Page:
Wayve partners with Microsoft on driverless vehicle tech

Wayve, which is developing driverless tech being trialled by Asda and Ocado, is using supercomputing infrastructure from Microsoft to develop AI-based models for autonomous vehicles.

The company's technology, which focusses on the development of deep learning for driverless cars, will be trialled by the supermarket retailers as part of their last-mile delivery operations in London.

The London-based start-up is also working with parcel delivery firm DPD to collect additional driving data from its vans operating daily across Greater London.

Wayve said the partnership with Microsoft would enable it to scale faster than a rules-based approach.

The announcement comes after Microsoft took part in Wayve’s $200 million series B funding round in January.

Wayve will combine its deep neural networks and what it describes as “vast” data quantities to train AI models with Microsoft’s engineering expertise in powering large-scale AI systems.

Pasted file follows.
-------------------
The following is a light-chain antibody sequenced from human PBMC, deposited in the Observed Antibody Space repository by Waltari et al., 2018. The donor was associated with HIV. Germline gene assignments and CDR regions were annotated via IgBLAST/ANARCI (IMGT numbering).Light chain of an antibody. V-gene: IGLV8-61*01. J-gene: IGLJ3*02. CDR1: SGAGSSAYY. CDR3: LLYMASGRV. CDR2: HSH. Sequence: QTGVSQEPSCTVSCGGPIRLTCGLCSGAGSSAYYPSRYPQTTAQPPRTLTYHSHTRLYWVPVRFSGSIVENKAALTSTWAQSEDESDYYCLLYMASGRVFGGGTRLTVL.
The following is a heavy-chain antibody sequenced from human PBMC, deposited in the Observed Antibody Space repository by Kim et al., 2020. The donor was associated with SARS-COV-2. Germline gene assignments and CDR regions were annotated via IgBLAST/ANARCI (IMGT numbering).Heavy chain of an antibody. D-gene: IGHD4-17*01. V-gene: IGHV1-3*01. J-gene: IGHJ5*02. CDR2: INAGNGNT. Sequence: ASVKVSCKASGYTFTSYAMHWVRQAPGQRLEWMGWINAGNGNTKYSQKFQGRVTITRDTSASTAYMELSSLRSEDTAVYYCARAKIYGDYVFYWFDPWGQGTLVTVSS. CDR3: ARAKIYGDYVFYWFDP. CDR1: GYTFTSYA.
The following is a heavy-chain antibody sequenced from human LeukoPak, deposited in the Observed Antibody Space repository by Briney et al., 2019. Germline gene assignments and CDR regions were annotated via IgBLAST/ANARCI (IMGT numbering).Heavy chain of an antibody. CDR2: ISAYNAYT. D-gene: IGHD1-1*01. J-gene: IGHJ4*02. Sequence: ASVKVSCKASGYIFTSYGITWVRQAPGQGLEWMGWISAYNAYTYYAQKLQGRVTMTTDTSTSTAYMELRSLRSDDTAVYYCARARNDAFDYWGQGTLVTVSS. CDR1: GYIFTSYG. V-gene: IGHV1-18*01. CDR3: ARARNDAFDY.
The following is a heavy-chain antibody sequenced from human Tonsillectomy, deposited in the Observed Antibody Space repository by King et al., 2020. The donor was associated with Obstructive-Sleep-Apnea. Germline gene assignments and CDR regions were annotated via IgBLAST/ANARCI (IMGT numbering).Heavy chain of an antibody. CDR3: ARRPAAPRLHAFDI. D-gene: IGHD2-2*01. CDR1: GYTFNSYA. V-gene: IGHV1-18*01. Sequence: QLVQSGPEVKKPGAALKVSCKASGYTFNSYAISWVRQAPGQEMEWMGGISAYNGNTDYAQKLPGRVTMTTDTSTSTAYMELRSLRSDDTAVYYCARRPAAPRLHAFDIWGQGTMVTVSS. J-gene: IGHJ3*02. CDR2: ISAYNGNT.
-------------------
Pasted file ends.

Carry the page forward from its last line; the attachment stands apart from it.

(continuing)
“Joining forces with Microsoft to design the supercomputing infrastructure needed to accelerate deep learning for autonomous mobility is an opportunity that we are honoured to lead,” said Alex Kendall, chief executive, Wayve. “Deep learning systems thrive on data, and we’ve put an immense amount of effort into understanding what it takes to get these systems on the road.

“We are excited by the opportunities that this collaboration will create as we push deep learning to new levels of scale.”

Wayve’s technology enables the design of AV systems that can generalise, or apply its driving intelligence, to new, previously unseen places.

“Supercomputing capabilities are key to processing the immense amount of data required for the simulation, validation, and training of AI models that enable safe and secure autonomous driving,” said Mark Russinovich, chief technology officer, Azure at Microsoft. “Wayve is combining its expertise in deep learning-based autonomous vehicle systems with Microsoft Azure computing power to bring self-driving transportation experiences to more people and organisations faster.”

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